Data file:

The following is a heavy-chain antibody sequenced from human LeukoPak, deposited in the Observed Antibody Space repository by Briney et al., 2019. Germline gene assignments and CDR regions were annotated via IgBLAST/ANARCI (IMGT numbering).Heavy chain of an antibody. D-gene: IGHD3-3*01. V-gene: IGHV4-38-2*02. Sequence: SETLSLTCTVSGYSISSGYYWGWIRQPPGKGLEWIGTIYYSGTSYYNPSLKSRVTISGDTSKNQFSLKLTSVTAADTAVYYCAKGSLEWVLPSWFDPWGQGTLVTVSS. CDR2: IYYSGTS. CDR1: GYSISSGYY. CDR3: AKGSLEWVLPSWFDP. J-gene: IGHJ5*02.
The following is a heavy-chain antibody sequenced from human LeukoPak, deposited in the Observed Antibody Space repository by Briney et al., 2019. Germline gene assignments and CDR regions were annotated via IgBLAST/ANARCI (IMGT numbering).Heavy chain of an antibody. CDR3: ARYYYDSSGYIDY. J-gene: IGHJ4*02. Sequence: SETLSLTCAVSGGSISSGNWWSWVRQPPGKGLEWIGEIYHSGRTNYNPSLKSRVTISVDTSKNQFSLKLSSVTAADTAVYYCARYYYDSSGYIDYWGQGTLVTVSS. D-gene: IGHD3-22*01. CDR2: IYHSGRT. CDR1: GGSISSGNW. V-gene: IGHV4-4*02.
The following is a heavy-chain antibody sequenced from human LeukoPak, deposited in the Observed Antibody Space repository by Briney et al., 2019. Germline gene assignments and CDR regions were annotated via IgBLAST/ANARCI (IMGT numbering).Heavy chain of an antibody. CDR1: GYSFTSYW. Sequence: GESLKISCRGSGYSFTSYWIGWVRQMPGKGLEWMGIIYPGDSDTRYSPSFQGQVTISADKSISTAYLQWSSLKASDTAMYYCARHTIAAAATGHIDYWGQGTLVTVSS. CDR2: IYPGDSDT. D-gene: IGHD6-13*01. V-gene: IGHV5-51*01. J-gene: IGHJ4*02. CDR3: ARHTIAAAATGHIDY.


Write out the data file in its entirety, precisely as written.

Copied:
The following is a heavy-chain antibody sequenced from human LeukoPak, deposited in the Observed Antibody Space repository by Briney et al., 2019. Germline gene assignments and CDR regions were annotated via IgBLAST/ANARCI (IMGT numbering).Heavy chain of an antibody. D-gene: IGHD3-3*01. V-gene: IGHV4-38-2*02. Sequence: SETLSLTCTVSGYSISSGYYWGWIRQPPGKGLEWIGTIYYSGTSYYNPSLKSRVTISGDTSKNQFSLKLTSVTAADTAVYYCAKGSLEWVLPSWFDPWGQGTLVTVSS. CDR2: IYYSGTS. CDR1: GYSISSGYY. CDR3: AKGSLEWVLPSWFDP. J-gene: IGHJ5*02.
The following is a heavy-chain antibody sequenced from human LeukoPak, deposited in the Observed Antibody Space repository by Briney et al., 2019. Germline gene assignments and CDR regions were annotated via IgBLAST/ANARCI (IMGT numbering).Heavy chain of an antibody. CDR3: ARYYYDSSGYIDY. J-gene: IGHJ4*02. Sequence: SETLSLTCAVSGGSISSGNWWSWVRQPPGKGLEWIGEIYHSGRTNYNPSLKSRVTISVDTSKNQFSLKLSSVTAADTAVYYCARYYYDSSGYIDYWGQGTLVTVSS. D-gene: IGHD3-22*01. CDR2: IYHSGRT. CDR1: GGSISSGNW. V-gene: IGHV4-4*02.
The following is a heavy-chain antibody sequenced from human LeukoPak, deposited in the Observed Antibody Space repository by Briney et al., 2019. Germline gene assignments and CDR regions were annotated via IgBLAST/ANARCI (IMGT numbering).Heavy chain of an antibody. CDR1: GYSFTSYW. Sequence: GESLKISCRGSGYSFTSYWIGWVRQMPGKGLEWMGIIYPGDSDTRYSPSFQGQVTISADKSISTAYLQWSSLKASDTAMYYCARHTIAAAATGHIDYWGQGTLVTVSS. CDR2: IYPGDSDT. D-gene: IGHD6-13*01. V-gene: IGHV5-51*01. J-gene: IGHJ4*02. CDR3: ARHTIAAAATGHIDY.